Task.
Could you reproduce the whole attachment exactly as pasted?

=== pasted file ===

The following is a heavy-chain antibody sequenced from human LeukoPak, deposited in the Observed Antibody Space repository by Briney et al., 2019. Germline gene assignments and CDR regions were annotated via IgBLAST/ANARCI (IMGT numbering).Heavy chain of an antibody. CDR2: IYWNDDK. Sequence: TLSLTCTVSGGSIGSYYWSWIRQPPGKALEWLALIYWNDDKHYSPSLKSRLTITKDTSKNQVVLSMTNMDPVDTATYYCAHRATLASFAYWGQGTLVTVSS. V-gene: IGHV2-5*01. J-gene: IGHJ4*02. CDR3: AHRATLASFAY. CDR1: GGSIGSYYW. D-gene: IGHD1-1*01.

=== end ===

The following is a heavy-chain antibody sequenced from human LeukoPak, deposited in the Observed Antibody Space repository by Briney et al., 2019. Germline gene assignments and CDR regions were annotated via IgBLAST/ANARCI (IMGT numbering).Heavy chain of an antibody. CDR2: IYWNDDK. Sequence: TLSLTCTVSGGSIGSYYWSWIRQPPGKALEWLALIYWNDDKHYSPSLKSRLTITKDTSKNQVVLSMTNMDPVDTATYYCAHRATLASFAYWGQGTLVTVSS. V-gene: IGHV2-5*01. J-gene: IGHJ4*02. CDR3: AHRATLASFAY. CDR1: GGSIGSYYW. D-gene: IGHD1-1*01.